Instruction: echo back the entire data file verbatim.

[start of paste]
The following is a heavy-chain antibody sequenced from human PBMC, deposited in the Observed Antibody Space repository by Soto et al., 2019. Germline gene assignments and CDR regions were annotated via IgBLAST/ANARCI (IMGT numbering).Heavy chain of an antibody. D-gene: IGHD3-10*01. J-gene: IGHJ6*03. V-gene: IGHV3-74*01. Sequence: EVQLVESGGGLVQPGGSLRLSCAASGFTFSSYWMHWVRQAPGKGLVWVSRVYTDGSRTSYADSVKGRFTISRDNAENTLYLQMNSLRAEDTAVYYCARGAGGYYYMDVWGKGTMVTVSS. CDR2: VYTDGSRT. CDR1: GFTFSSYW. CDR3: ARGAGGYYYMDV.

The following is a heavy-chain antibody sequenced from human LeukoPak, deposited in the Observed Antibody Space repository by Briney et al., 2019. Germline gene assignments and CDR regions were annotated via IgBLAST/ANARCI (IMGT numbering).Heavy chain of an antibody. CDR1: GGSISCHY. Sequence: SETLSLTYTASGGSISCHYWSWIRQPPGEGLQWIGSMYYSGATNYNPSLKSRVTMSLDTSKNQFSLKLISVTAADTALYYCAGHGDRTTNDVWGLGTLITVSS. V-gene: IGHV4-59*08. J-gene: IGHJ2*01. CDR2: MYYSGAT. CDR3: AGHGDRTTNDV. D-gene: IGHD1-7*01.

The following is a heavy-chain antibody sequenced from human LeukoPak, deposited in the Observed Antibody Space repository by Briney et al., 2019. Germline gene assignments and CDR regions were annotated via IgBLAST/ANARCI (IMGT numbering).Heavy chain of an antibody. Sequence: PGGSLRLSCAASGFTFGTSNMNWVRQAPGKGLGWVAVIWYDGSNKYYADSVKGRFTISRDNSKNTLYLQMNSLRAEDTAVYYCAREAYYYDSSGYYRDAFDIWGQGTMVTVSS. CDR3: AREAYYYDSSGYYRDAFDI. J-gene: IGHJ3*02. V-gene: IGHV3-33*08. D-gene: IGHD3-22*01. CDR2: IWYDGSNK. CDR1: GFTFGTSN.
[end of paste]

The following is a heavy-chain antibody sequenced from human PBMC, deposited in the Observed Antibody Space repository by Soto et al., 2019. Germline gene assignments and CDR regions were annotated via IgBLAST/ANARCI (IMGT numbering).Heavy chain of an antibody. D-gene: IGHD3-10*01. J-gene: IGHJ6*03. V-gene: IGHV3-74*01. Sequence: EVQLVESGGGLVQPGGSLRLSCAASGFTFSSYWMHWVRQAPGKGLVWVSRVYTDGSRTSYADSVKGRFTISRDNAENTLYLQMNSLRAEDTAVYYCARGAGGYYYMDVWGKGTMVTVSS. CDR2: VYTDGSRT. CDR1: GFTFSSYW. CDR3: ARGAGGYYYMDV.

The following is a heavy-chain antibody sequenced from human LeukoPak, deposited in the Observed Antibody Space repository by Briney et al., 2019. Germline gene assignments and CDR regions were annotated via IgBLAST/ANARCI (IMGT numbering).Heavy chain of an antibody. CDR1: GGSISCHY. Sequence: SETLSLTYTASGGSISCHYWSWIRQPPGEGLQWIGSMYYSGATNYNPSLKSRVTMSLDTSKNQFSLKLISVTAADTALYYCAGHGDRTTNDVWGLGTLITVSS. V-gene: IGHV4-59*08. J-gene: IGHJ2*01. CDR2: MYYSGAT. CDR3: AGHGDRTTNDV. D-gene: IGHD1-7*01.

The following is a heavy-chain antibody sequenced from human LeukoPak, deposited in the Observed Antibody Space repository by Briney et al., 2019. Germline gene assignments and CDR regions were annotated via IgBLAST/ANARCI (IMGT numbering).Heavy chain of an antibody. Sequence: PGGSLRLSCAASGFTFGTSNMNWVRQAPGKGLGWVAVIWYDGSNKYYADSVKGRFTISRDNSKNTLYLQMNSLRAEDTAVYYCAREAYYYDSSGYYRDAFDIWGQGTMVTVSS. CDR3: AREAYYYDSSGYYRDAFDI. J-gene: IGHJ3*02. V-gene: IGHV3-33*08. D-gene: IGHD3-22*01. CDR2: IWYDGSNK. CDR1: GFTFGTSN.